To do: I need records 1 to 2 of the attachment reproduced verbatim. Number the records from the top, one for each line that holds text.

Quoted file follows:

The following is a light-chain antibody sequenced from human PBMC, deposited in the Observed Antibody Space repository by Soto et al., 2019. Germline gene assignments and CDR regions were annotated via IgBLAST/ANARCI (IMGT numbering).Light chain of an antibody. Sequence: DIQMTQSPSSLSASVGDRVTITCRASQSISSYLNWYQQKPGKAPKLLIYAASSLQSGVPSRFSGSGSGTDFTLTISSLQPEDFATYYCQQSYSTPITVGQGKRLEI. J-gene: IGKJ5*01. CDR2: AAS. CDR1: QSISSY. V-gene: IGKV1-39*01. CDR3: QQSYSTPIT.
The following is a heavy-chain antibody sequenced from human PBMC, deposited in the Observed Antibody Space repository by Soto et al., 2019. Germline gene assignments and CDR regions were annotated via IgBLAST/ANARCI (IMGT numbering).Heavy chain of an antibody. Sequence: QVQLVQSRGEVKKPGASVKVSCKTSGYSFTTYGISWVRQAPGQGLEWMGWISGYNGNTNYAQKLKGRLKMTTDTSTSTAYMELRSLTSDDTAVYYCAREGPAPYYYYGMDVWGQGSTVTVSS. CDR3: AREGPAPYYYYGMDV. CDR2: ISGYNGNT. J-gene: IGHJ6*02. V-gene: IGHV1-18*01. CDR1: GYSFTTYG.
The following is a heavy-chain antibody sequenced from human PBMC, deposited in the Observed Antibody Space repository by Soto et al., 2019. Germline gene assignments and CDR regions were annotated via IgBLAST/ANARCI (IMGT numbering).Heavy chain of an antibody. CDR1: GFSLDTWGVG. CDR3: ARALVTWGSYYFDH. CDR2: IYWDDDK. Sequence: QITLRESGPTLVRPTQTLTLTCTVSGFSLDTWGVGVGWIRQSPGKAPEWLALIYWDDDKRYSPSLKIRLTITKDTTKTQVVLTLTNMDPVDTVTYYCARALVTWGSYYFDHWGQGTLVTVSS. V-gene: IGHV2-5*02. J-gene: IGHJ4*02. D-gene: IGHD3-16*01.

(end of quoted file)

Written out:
The following is a light-chain antibody sequenced from human PBMC, deposited in the Observed Antibody Space repository by Soto et al., 2019. Germline gene assignments and CDR regions were annotated via IgBLAST/ANARCI (IMGT numbering).Light chain of an antibody. Sequence: DIQMTQSPSSLSASVGDRVTITCRASQSISSYLNWYQQKPGKAPKLLIYAASSLQSGVPSRFSGSGSGTDFTLTISSLQPEDFATYYCQQSYSTPITVGQGKRLEI. J-gene: IGKJ5*01. CDR2: AAS. CDR1: QSISSY. V-gene: IGKV1-39*01. CDR3: QQSYSTPIT.
The following is a heavy-chain antibody sequenced from human PBMC, deposited in the Observed Antibody Space repository by Soto et al., 2019. Germline gene assignments and CDR regions were annotated via IgBLAST/ANARCI (IMGT numbering).Heavy chain of an antibody. Sequence: QVQLVQSRGEVKKPGASVKVSCKTSGYSFTTYGISWVRQAPGQGLEWMGWISGYNGNTNYAQKLKGRLKMTTDTSTSTAYMELRSLTSDDTAVYYCAREGPAPYYYYGMDVWGQGSTVTVSS. CDR3: AREGPAPYYYYGMDV. CDR2: ISGYNGNT. J-gene: IGHJ6*02. V-gene: IGHV1-18*01. CDR1: GYSFTTYG.